Insight - SMEs incur extensive damage from floods

OF the 35% of small and medium-sized enterprises (SMEs) in Kuala Lumpur and Selangor, the most severely affected by floods are those in Klang, Shah Alam and Ulu Langat.

While a few commercial banks and the Credit Guarantee Corp (CGC) have come up with disaster relief loans, online marketplaces like Shopee and Lazada can also create a digital space for those affected SMEs to sell their products.

Many of these SMEs had to stop business until today; factories are badly damaged with machineries covered by mud.

Stocks, especially raw materials, cannot be used anymore; many imported stocks are stuck in Port Klang with their quality in question.

Many farms were destroyed by the flood, and businesses with contracts to supply vegetables have to buy from third parties.

“The cost of doing business has gone higher; capital investment required to replenish new machineries and stocks is a burden to SMEs,’’ said SME Association of Malaysia national president HS Ding.

H.S. Ding, national president, SME Association of MalaysiaH.S. Ding, national president, SME Association of Malaysia

At RHB Bank Bhd, applications for aid amounted to RM46mil as at end-December, 2021, said RHB group community banking managing director Jeffrey Ng.

To date, a total of 69 affected customers have been identified by Bank Islam Malaysia Bhd’s SME banking and commercial teams.

“They are located in flood areas in the Klang Valley, Pahang and Kelantan; we expect to receive their applications for assistance beginning January 2022,’’ said Bank Islam group CEO Mohd Muazzam Mohamed.

Bank Islam has a loan moratorium of up to six months for customers affected by floods.

Many SMEs are still reviewing their immediate recovery efforts. Those who have called in to OCBC Bank (M) Bhd were given options which include CGC’s BizJamin70 (with a 70% guarantee by CGC), said OCBC head of emerging business, Wong Chee Seng.The floods had severely hit SMEs in Sri Muda, Shah Alam, where operations were also disrupted by a sub-station explosion.

“We are currently on a Tenaga Nasional Bhd mobile generator and have many issues to deal with involving insurance, claims, repair works, trouble-shooting as well as hygiene and sanitation works to adhere to Covid-19 standard operation procedures,’’ said Small and Medium Enterprises Association (Samenta) southern chairman, Louis Ooi.

In terms of asset losses, the most important are those work-in-progress and clients’ materials that are due for delivery; these can possibly incur liability costs.

Overall asset losses cover goods and stocks, furniture and fittings, machinery and instruments, electrical fittings and wiring, vehicles and parts, hardware and software as well as documents and records.

“In terms of supply chain disruption, many SME manufacturers in the south depend on goods, parts and engineering support services from the Klang Valley. The floods indeed had hindered the economy here alongside the Omicron outbreak,’’ said Ooi.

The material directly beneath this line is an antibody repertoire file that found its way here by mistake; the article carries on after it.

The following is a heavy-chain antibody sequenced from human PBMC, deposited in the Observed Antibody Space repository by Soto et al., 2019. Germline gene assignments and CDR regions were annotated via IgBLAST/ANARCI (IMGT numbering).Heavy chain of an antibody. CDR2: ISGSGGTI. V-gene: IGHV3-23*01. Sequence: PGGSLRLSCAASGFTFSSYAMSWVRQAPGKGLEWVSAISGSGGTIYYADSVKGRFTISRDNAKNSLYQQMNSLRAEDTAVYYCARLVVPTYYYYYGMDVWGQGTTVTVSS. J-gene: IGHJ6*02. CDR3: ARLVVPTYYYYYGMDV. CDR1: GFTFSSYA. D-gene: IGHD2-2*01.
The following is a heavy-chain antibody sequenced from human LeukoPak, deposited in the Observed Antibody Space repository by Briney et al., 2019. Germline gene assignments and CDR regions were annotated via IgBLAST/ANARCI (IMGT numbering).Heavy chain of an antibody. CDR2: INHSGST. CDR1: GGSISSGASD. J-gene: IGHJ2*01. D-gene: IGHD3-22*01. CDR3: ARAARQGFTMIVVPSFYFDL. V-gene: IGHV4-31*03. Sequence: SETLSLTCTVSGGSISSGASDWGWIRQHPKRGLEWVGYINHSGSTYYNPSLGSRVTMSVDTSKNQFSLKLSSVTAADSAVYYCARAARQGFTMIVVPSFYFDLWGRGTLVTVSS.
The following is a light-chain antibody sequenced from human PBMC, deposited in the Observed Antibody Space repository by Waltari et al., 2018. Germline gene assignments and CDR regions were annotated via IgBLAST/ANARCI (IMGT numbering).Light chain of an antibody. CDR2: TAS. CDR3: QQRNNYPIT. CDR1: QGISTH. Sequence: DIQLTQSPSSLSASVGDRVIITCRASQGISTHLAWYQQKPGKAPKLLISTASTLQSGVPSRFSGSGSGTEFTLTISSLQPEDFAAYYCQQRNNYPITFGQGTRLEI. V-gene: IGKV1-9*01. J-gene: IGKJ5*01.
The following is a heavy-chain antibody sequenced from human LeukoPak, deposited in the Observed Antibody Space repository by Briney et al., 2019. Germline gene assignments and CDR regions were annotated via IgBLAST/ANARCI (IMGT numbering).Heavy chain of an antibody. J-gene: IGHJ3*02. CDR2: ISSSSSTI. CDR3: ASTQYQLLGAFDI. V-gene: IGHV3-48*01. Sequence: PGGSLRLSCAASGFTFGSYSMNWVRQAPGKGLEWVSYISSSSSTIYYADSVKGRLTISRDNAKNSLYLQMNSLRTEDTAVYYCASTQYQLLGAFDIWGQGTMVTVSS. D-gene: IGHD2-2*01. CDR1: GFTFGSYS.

The disaster has affected 12,000 to 18,000 Samenta members in the southern area, with many reporting severe damage running into millions of ringgit.

Louis Ooi, SAMENTA southern chairmanLouis Ooi, SAMENTA southern chairman

“Going forward, SMEs should be more aware of risk management with affordable coverage for such perils,’’ said Samenta national secretary Yeoh Seng Hooi.

Expediting the payment of insurance claims will help, as SMEs need sufficient funds to clean up and restart their businesses.

“Marketplaces like Shopee and Lazada should waive the commission and fees for affected SMEs to sell online for at least three months.

“A separate ‘digital shop floor’ can be created for the affected SMEs, while consumers can support these companies via their purchases,’’ added Yeoh.

Regarding the disaster relief facility, SME Association of Malaysia has checked with a few banks and hopes that clear guidelines can be issued as soon as possible.

Insurance companies will hopefully allow or help to ease the process for claims involving repairs for machinery, as well as losses in stock and businesses.

“Insurance companies should also give special approval for SMEs that are located in areas not covered by insurance, to claim.

“Banks should also allow affected SMEs to defer repayment of factory loans and leasing facilities, without affecting their integrity.

“More credit facilities can be extended to affected SMEs, including overdrafts and leasing facilities at lower interest rates,’’ said Ding.

While many corporate companies are already helping affected housing areas, they can also help to clean up small shops and factories.

The local and state governments can help by waiving quit rent, as well as assessment and trade licence fees for the year to come. This will relieve SMEs as they try to recover from the floods as soon as possible.

“The government can also clean up the rivers and develop sustainable structural mitigation plans to prevent future floods,’’ said Ooi.

These include the building of retention ponds, pump stations, dams and floodwalls.

“The private sector can help by not dumping debris into the rivers. Awareness on water pollution is still low, and I have seen people conveniently throwing debris into the river,’’ said Ooi.

While affected SMEs struggle to regain their businesses, they have to consider measures for long term sustainability. The government has to move quickly to step up on flood mitigation following the occurrence of severe floods.

Yap Leng Kuen is a former StarBiz editor. The views expressed here are the writer’s own.

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